What Is a Time Draft?

A time draft is a form of payment that is guaranteed by an issuing bank but is not payable in full until a specified amount of time after it is received and accepted. Many international trade transactions use drafts as a way to indicate the terms of payment for shipped goods. A time draft allows the importer (or buyer) time to pay for the goods received from the exporter (or seller). Time drafts are a type of short-term credit used for financing transactions of goods in international trade.

Key Takeaways

  • A time draft is a type of payment document whereby a buyer accepts shipped goods and agrees to pay the seller at a specified future date.
  • A time draft is also a guaranteed payment to the seller by an issuing bank.
  • A time draft allows the importer (or buyer) time to pay for the goods received from the exporter (or seller).
  • Time drafts are a type of short-term credit used for financing transactions of goods in international trade.

How Time Drafts Work

The purpose of time drafts is to facilitate international trade. When an exporter receives an order from an unknown importer (or with which it has little credit history) in another country, the importer can apply for a banker's acceptance with their bank, which substitutes the bank's credit for the importer's credit. The banker's acceptance is a negotiable instrument or document that allows the bank to guarantee payment to the exporter for the shipped goods.

The payment is due at a particular date in the future after the goods are shipped. As a result, the document is called a time draft, which functions similar to a post-dated check. However, the bank–instead of the importer–guarantees the payment. 

The post-dated payment allows the importer time to receive the ordered goods and confirm satisfaction. After the issuance of the banker's acceptance, the exporter now possesses a promise of payment from the financial institution. It can hold this asset until maturity and be paid in full, or sell it before maturity at a discount to obtain earlier access to the funds. The time between acceptance and maturity is called "tenor" or "usance." As a result, time drafts may be referred to as "usance drafts."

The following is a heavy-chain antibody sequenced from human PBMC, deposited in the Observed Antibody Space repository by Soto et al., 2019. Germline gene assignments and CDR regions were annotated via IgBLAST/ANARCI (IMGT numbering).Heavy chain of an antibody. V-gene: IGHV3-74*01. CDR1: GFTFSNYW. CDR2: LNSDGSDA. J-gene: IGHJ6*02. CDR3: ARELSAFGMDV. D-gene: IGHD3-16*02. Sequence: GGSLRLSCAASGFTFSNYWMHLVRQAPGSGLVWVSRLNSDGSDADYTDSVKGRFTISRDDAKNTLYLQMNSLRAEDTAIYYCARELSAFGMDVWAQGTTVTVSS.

Time Draft vs. Sight Draft

A sight draft is another type of draft used in international trade. A sight draft allows the seller (or exporter) to hold the title–or ownership–of the goods until the importer receives them and makes a payment. Once the importer accepts the documents and everything appears in order, the sight draft requires immediate payment from the buyer to the seller.

As a result, the key difference between a time draft and a sight draft is that sight drafts require an immediate payment while time drafts allow the importer to pay at a later date.

Example of a Time Draft

Suppose a manufacturer of high tech hardware based in Texas needs electrical components from a supplier in Taiwan. The Taiwanese company has never done business with the U.S. manufacturer. To facilitate the transaction, the importer in Texas presents a time draft (with a two-month post-date for payment) to a large global bank with a branch office in Taipei, Taiwan, which then accepts it, thus officially creating a banker's acceptance.

The exporter in Taiwan ships the order of electrical components. The buyer accepts the documents and agrees to pay the exporter in 60 days as stipulated in the time draft. Once the buyer agrees to the terms of the draft, the buyer takes the shipping documents, which are used to facilitate the release of the goods located at the dock. The exporter decides to hold the banker's acceptance until maturity instead of selling it at a discount prior to maturity.